Qty : Please note there is a week delivery period for this title. Los rios profundos Deep Rivers is Arguedas' most famous novel. It tells the story of a young man's experience of growing up in highland Peru in a deeply divided society and of his struggle to overcome conflicts of language and culture. He manages to elaborate an alternative vision of Peru, drawing above all on native Indian sensibility and traditions. In the process, the novel draws on key elements of Peruvian history and culture and above all on popular memory. Suitable for university and A-level teaching as the plot is uncomplicated and the emotional atmosphere is immediately graspable.

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Goodreads helps you keep track of books you want to read. Want to Read saving…. Want to Read Currently Reading Read. Other editions. Enlarge cover. Error rating book. Refresh and try again.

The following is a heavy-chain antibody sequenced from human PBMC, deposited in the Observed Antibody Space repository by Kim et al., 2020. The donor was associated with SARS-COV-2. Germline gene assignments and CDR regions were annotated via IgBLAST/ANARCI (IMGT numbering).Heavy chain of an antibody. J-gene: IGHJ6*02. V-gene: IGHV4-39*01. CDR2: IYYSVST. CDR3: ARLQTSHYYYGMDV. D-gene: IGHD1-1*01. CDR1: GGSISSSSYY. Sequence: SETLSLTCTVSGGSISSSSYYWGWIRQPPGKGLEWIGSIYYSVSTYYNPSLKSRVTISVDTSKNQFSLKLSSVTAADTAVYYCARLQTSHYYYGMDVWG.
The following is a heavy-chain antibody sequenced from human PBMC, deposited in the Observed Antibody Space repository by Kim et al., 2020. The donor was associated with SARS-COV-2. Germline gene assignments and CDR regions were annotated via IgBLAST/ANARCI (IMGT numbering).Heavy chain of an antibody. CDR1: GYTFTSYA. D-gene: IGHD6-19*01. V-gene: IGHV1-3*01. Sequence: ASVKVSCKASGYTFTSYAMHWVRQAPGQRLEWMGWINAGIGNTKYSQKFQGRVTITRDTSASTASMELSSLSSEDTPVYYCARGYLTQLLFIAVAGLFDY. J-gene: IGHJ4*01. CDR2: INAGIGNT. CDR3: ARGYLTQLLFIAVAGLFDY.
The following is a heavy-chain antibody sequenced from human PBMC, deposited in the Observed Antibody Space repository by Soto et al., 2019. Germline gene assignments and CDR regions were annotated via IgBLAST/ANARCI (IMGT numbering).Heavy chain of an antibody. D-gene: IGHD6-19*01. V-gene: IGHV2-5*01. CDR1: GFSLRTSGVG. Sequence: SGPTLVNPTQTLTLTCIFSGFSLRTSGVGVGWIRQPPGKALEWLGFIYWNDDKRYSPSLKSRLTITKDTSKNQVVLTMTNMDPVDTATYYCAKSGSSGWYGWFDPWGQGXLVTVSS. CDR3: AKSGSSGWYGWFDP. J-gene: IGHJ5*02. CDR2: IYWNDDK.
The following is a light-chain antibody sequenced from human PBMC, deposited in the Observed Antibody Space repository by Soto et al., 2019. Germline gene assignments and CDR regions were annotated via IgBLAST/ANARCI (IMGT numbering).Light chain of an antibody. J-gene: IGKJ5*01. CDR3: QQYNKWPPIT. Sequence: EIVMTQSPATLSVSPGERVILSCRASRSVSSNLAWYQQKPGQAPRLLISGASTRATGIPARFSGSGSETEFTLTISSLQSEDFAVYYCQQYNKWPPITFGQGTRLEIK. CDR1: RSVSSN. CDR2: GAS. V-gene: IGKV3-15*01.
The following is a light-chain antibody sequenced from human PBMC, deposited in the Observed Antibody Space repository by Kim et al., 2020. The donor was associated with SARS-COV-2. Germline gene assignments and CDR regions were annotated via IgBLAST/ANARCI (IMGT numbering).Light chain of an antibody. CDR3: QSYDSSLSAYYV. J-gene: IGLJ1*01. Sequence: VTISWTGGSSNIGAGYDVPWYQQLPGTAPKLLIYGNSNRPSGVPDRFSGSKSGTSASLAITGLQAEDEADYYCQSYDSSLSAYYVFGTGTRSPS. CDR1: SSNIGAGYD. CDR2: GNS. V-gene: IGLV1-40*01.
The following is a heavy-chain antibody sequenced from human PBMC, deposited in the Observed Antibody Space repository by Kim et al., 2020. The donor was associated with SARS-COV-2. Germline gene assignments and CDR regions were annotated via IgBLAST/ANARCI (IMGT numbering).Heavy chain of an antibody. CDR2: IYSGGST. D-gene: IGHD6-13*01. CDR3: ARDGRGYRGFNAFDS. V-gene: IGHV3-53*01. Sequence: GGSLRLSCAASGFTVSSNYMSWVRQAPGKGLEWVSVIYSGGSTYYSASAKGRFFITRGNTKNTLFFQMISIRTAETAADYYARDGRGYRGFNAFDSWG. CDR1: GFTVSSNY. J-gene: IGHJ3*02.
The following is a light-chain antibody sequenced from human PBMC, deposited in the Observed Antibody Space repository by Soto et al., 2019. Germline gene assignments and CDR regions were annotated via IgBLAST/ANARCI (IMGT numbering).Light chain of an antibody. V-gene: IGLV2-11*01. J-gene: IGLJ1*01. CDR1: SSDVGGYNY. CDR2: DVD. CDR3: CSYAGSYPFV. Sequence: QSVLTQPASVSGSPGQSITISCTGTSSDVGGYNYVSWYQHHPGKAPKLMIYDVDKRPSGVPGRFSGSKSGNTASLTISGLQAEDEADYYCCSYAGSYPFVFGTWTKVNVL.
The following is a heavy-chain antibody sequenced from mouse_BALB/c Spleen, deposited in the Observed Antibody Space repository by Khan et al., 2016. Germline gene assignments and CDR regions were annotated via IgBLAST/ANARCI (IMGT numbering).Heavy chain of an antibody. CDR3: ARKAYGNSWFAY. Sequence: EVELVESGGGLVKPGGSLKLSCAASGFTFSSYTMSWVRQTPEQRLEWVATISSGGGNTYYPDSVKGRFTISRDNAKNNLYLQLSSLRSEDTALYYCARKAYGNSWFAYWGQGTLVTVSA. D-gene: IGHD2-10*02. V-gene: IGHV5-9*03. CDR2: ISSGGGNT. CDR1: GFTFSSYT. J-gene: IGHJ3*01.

Open Preview See a Problem? Details if other :. Thanks for telling us about the problem. Return to Book Page. He saw the beauty of the Peruvian landscape, as well as the grimness of social conditions in the Andes, through the eyes of the Indians who are a part of it.

Ernesto, the narrator of Deep Rivers, is a child with origins in two worlds. The son of a wandering country lawyer, he is brought up by Indian servants until he enters a Catholic boarding school at age In this urban Spanish environment he is a misfit and a loner.

The conflict of the Indian and the Spanish cultures is acted out within him as it was in the life of Arguedas. For the boy Ernesto, salvation is his world of dreams and memories. While Arguedas' poetry was published in Quechua, he invented a language for his novels in which he used native syntax with Spanish vocabulary. This makes translation into other languages extremely difficult, and Frances Horning Barraclough has done a masterful job, winning the Translation Center Award from Columbia University for her efforts.